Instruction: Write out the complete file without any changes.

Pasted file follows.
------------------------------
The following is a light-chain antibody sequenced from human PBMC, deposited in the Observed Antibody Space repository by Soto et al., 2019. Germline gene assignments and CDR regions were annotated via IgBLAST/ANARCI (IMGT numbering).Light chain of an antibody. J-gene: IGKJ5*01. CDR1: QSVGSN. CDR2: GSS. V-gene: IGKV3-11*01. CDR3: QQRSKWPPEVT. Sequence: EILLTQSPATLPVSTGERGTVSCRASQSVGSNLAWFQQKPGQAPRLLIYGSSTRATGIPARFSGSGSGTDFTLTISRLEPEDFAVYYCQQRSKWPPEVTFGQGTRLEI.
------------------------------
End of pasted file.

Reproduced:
The following is a light-chain antibody sequenced from human PBMC, deposited in the Observed Antibody Space repository by Soto et al., 2019. Germline gene assignments and CDR regions were annotated via IgBLAST/ANARCI (IMGT numbering).Light chain of an antibody. J-gene: IGKJ5*01. CDR1: QSVGSN. CDR2: GSS. V-gene: IGKV3-11*01. CDR3: QQRSKWPPEVT. Sequence: EILLTQSPATLPVSTGERGTVSCRASQSVGSNLAWFQQKPGQAPRLLIYGSSTRATGIPARFSGSGSGTDFTLTISRLEPEDFAVYYCQQRSKWPPEVTFGQGTRLEI.